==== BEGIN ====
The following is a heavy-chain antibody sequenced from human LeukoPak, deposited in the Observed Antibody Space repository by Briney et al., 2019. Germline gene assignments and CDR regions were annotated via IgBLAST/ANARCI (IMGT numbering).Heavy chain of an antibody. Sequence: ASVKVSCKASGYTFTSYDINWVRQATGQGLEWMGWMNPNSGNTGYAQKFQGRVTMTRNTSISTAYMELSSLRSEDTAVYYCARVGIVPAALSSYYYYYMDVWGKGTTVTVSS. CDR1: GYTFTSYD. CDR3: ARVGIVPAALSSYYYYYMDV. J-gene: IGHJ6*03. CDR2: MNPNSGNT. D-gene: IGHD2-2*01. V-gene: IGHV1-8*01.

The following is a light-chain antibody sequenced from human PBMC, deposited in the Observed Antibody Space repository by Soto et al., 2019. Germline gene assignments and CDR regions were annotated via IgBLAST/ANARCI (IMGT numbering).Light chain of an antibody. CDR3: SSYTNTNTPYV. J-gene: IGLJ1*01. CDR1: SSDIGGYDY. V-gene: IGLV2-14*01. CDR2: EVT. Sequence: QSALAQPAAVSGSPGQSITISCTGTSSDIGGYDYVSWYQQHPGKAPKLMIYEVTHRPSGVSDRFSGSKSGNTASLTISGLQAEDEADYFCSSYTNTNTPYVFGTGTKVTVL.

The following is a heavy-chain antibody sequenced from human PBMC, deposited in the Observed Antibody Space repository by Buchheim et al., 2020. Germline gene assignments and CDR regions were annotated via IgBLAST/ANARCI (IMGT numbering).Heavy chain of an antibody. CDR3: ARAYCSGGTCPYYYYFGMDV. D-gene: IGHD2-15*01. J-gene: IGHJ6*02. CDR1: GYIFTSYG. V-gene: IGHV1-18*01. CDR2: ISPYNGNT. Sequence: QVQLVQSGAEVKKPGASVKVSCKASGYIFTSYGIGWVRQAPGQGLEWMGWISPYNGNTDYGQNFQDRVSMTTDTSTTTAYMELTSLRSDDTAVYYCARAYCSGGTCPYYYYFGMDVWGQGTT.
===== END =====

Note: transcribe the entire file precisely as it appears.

The following is a heavy-chain antibody sequenced from human LeukoPak, deposited in the Observed Antibody Space repository by Briney et al., 2019. Germline gene assignments and CDR regions were annotated via IgBLAST/ANARCI (IMGT numbering).Heavy chain of an antibody. Sequence: ASVKVSCKASGYTFTSYDINWVRQATGQGLEWMGWMNPNSGNTGYAQKFQGRVTMTRNTSISTAYMELSSLRSEDTAVYYCARVGIVPAALSSYYYYYMDVWGKGTTVTVSS. CDR1: GYTFTSYD. CDR3: ARVGIVPAALSSYYYYYMDV. J-gene: IGHJ6*03. CDR2: MNPNSGNT. D-gene: IGHD2-2*01. V-gene: IGHV1-8*01.

The following is a light-chain antibody sequenced from human PBMC, deposited in the Observed Antibody Space repository by Soto et al., 2019. Germline gene assignments and CDR regions were annotated via IgBLAST/ANARCI (IMGT numbering).Light chain of an antibody. CDR3: SSYTNTNTPYV. J-gene: IGLJ1*01. CDR1: SSDIGGYDY. V-gene: IGLV2-14*01. CDR2: EVT. Sequence: QSALAQPAAVSGSPGQSITISCTGTSSDIGGYDYVSWYQQHPGKAPKLMIYEVTHRPSGVSDRFSGSKSGNTASLTISGLQAEDEADYFCSSYTNTNTPYVFGTGTKVTVL.

The following is a heavy-chain antibody sequenced from human PBMC, deposited in the Observed Antibody Space repository by Buchheim et al., 2020. Germline gene assignments and CDR regions were annotated via IgBLAST/ANARCI (IMGT numbering).Heavy chain of an antibody. CDR3: ARAYCSGGTCPYYYYFGMDV. D-gene: IGHD2-15*01. J-gene: IGHJ6*02. CDR1: GYIFTSYG. V-gene: IGHV1-18*01. CDR2: ISPYNGNT. Sequence: QVQLVQSGAEVKKPGASVKVSCKASGYIFTSYGIGWVRQAPGQGLEWMGWISPYNGNTDYGQNFQDRVSMTTDTSTTTAYMELTSLRSDDTAVYYCARAYCSGGTCPYYYYFGMDVWGQGTT.